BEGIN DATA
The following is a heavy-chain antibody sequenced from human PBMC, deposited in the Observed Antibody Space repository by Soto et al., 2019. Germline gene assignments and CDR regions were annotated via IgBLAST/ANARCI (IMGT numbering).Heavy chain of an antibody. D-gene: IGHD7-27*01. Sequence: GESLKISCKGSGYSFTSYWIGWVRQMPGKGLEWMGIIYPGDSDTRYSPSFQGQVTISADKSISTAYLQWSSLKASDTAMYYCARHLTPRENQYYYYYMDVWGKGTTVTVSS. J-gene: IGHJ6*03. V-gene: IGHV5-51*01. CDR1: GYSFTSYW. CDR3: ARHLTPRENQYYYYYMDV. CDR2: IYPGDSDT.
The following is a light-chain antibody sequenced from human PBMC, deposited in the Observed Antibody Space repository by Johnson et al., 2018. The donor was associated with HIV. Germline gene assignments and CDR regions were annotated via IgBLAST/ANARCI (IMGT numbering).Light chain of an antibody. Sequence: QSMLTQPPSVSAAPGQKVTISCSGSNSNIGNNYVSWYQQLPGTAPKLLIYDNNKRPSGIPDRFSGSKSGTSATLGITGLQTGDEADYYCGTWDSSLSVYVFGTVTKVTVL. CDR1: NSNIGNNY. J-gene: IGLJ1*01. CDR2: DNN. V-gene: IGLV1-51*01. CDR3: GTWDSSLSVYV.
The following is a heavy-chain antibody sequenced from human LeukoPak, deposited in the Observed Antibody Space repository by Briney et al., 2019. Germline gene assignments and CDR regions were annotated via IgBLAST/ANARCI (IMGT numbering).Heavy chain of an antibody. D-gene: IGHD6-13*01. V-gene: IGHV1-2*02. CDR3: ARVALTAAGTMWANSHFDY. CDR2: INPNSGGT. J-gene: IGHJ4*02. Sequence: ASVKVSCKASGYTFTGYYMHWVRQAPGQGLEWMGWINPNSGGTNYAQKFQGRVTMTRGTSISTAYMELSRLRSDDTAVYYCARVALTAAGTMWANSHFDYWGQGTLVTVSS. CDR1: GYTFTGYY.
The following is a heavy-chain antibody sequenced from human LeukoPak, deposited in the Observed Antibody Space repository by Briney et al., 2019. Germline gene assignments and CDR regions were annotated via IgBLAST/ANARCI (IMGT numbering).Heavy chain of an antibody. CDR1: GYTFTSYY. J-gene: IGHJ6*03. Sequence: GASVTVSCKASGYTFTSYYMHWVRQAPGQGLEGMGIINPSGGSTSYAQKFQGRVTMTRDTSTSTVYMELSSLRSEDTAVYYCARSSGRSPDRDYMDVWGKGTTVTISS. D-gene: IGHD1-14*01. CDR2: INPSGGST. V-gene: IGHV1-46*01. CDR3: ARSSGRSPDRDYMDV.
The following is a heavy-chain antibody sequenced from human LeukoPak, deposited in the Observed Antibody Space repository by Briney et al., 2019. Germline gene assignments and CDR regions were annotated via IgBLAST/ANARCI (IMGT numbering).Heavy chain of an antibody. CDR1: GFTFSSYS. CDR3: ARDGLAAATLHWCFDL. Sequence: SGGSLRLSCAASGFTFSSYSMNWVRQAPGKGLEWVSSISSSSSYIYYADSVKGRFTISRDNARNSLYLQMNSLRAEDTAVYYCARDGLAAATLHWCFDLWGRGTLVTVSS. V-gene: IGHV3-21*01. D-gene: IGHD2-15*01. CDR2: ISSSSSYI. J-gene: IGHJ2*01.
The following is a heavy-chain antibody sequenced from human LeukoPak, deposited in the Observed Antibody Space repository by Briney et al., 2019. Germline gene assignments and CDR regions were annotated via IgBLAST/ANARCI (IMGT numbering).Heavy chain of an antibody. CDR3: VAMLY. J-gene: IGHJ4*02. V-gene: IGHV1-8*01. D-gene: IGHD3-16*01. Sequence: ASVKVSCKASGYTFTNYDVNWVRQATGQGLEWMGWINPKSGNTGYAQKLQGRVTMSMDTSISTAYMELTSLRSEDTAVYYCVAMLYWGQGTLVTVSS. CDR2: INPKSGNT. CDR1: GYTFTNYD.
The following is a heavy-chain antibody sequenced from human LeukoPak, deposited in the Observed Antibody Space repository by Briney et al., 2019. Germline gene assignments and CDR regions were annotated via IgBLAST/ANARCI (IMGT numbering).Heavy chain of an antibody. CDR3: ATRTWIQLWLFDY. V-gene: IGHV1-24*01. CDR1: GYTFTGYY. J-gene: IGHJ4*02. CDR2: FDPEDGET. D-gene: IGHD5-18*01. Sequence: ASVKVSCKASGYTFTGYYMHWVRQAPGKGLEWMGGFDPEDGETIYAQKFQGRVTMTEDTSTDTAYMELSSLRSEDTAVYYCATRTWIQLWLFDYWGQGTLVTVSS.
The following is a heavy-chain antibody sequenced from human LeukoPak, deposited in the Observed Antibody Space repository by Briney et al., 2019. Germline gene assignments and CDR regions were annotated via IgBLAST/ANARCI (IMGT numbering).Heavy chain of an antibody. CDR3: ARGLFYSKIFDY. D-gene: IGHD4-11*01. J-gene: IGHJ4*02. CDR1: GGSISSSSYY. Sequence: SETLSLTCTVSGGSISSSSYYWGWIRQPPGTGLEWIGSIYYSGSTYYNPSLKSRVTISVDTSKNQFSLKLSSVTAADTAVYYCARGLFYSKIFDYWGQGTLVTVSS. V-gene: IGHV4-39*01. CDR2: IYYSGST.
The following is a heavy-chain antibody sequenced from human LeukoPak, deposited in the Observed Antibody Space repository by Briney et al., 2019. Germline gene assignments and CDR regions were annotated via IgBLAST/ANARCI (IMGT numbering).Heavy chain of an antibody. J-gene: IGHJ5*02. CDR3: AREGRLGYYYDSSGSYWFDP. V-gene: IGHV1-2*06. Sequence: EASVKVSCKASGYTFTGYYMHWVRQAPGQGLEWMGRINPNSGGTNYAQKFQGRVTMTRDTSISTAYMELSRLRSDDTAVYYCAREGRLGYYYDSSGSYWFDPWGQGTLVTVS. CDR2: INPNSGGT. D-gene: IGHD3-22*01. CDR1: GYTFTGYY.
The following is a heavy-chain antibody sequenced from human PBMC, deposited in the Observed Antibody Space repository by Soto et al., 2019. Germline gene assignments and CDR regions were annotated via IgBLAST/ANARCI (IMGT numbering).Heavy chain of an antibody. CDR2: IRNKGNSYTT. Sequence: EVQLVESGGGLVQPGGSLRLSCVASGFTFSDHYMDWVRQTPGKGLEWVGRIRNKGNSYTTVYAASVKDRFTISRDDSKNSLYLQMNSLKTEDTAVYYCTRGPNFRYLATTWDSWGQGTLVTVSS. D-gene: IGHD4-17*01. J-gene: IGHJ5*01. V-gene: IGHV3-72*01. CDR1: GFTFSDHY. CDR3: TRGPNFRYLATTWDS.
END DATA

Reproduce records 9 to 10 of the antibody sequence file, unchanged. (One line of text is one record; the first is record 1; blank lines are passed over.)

The following is a heavy-chain antibody sequenced from human LeukoPak, deposited in the Observed Antibody Space repository by Briney et al., 2019. Germline gene assignments and CDR regions were annotated via IgBLAST/ANARCI (IMGT numbering).Heavy chain of an antibody. J-gene: IGHJ5*02. CDR3: AREGRLGYYYDSSGSYWFDP. V-gene: IGHV1-2*06. Sequence: EASVKVSCKASGYTFTGYYMHWVRQAPGQGLEWMGRINPNSGGTNYAQKFQGRVTMTRDTSISTAYMELSRLRSDDTAVYYCAREGRLGYYYDSSGSYWFDPWGQGTLVTVS. CDR2: INPNSGGT. D-gene: IGHD3-22*01. CDR1: GYTFTGYY.
The following is a heavy-chain antibody sequenced from human PBMC, deposited in the Observed Antibody Space repository by Soto et al., 2019. Germline gene assignments and CDR regions were annotated via IgBLAST/ANARCI (IMGT numbering).Heavy chain of an antibody. CDR2: IRNKGNSYTT. Sequence: EVQLVESGGGLVQPGGSLRLSCVASGFTFSDHYMDWVRQTPGKGLEWVGRIRNKGNSYTTVYAASVKDRFTISRDDSKNSLYLQMNSLKTEDTAVYYCTRGPNFRYLATTWDSWGQGTLVTVSS. D-gene: IGHD4-17*01. J-gene: IGHJ5*01. V-gene: IGHV3-72*01. CDR1: GFTFSDHY. CDR3: TRGPNFRYLATTWDS.